In the 2010 sci-fi thriller Inception, Leonardo DiCaprio’s character asks a compelling question: “What is the most resilient parasite? Bacteria? A virus? An intestinal worm?”
His answer? “An idea. Resilient, highly contagious.”
He was talking about how we arrange our memories, and thanks to a new scientific breakthrough the science fiction of putting ideas in other people’s minds may be about to become science fact.
In a new study published in Nature Neuroscience, a group of researchers from the French National Center for Scientific Research and ESPCI-ParisTech were able to create artificial memories in mice while they slept.
Fortunately, they were able to achieve this in a relatively simple way. Unlike the movie, it didn’t involve sedating themselves in order to infiltrate the mind and dreamscape of the mice.
Led by world-renowned neuroscientist Karim Benchenane, the researchers inserted electrodes into the hippocampus of the mice’s brains to identify special group of cells called ‘place cells’.
In order to create a memory about a specific location in the environment, place cells create unique activity patterns specific to each location, which are then replayed in the brain during sleep in a process known as memory consolidation.
It was found that by stimulating the reward pathways in the brain when these place cells were replaying these activity patterns during sleep, they were able to manipulate the formation of memories.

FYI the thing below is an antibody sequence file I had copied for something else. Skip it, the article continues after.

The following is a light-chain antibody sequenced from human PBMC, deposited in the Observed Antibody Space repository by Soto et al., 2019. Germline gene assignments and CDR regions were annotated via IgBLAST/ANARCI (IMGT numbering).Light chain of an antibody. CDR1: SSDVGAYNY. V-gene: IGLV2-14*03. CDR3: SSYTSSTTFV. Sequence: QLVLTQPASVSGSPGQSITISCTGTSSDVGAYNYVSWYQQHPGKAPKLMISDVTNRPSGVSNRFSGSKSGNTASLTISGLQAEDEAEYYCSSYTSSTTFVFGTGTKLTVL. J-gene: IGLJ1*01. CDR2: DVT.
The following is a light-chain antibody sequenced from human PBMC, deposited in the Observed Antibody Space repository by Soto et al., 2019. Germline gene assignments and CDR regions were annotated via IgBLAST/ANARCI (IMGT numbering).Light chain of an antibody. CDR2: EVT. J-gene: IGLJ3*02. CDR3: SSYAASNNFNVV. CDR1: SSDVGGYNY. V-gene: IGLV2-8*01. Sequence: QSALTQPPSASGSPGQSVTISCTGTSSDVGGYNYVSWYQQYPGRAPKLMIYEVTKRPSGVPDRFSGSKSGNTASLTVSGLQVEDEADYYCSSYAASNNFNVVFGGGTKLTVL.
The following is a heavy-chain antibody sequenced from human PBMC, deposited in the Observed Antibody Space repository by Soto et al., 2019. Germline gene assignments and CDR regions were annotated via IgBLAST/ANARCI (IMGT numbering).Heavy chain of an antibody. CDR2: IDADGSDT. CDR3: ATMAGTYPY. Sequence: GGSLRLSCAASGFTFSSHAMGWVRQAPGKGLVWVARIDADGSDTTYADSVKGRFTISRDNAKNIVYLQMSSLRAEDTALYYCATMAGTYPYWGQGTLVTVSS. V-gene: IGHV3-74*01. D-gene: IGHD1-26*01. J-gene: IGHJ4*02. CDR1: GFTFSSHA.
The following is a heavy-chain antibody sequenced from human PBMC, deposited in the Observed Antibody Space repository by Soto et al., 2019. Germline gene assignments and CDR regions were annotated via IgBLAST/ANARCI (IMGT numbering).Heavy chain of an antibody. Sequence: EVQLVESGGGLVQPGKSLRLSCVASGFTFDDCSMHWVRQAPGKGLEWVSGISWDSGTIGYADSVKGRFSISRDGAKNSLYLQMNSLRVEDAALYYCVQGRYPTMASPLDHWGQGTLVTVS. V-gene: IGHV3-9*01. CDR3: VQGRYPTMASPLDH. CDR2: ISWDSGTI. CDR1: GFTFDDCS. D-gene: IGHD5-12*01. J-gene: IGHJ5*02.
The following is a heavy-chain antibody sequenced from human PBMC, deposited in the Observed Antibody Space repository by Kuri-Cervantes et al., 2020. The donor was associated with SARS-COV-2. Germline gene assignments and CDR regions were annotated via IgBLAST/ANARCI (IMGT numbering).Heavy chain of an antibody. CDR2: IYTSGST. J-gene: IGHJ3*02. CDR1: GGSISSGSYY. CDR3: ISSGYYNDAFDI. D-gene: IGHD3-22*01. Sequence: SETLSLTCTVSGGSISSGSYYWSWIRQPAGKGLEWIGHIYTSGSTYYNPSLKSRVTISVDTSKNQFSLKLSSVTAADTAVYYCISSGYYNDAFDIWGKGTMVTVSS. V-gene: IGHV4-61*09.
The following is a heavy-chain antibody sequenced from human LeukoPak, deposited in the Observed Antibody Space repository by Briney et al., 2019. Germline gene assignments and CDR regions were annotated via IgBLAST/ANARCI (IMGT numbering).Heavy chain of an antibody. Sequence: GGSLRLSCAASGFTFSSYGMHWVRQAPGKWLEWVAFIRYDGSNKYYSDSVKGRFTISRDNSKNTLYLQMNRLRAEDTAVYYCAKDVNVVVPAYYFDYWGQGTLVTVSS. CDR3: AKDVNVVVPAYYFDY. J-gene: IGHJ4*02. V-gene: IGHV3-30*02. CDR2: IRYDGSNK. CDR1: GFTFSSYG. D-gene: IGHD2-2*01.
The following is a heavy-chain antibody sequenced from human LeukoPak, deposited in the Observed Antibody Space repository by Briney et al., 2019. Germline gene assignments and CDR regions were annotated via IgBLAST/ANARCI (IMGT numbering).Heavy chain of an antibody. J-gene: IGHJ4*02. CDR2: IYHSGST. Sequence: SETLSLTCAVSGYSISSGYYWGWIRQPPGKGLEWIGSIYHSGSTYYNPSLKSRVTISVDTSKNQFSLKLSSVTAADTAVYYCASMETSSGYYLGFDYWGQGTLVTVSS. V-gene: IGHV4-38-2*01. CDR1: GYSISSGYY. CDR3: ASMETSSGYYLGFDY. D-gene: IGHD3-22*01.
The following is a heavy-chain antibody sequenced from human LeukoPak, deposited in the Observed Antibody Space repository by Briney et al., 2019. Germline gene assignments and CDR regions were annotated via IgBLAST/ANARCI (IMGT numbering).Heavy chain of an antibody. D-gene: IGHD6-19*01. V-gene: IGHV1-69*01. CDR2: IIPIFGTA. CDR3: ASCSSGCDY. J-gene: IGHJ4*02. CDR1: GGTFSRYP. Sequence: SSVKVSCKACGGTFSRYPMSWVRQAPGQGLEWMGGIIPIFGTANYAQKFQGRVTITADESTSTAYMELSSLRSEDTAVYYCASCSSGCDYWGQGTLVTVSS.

This was evidenced by the altered behaviour of the mice – when they woke up, they spent more time in the specific location that the place cells were encoding when the stimulation occurred.
“The learning we induced during sleep was just to change the emotional value of the different locations of the environments,” Dr Benchenane explained to The Huffington Post.
“What we made them learn during sleep is that a particular location is now associated to a reward.”
Loren Frank from the University of California told The New Scientist that Dr Benchenane’s work “is a really important step towards helping people with memory impairments or depression”.
“It is surprising to me how many neurological and psychiatric illnesses have something to do with memory, including schizophrenia and obsessive compulsive disorder,” Dr Frank said.
Dr Benchenane also discussed how this breakthrough might be a useful technique to treat people suffering from post-traumatic stress disorder, however this future application is still years away.
“For humans, you would need a way to detect during sleep the period during which the traumatic experiences are reactivated,” Dr Benchenane said.
Although the science of Inception may not be exactly true to life, the idea of memory manipulation may not be complicated as first thought.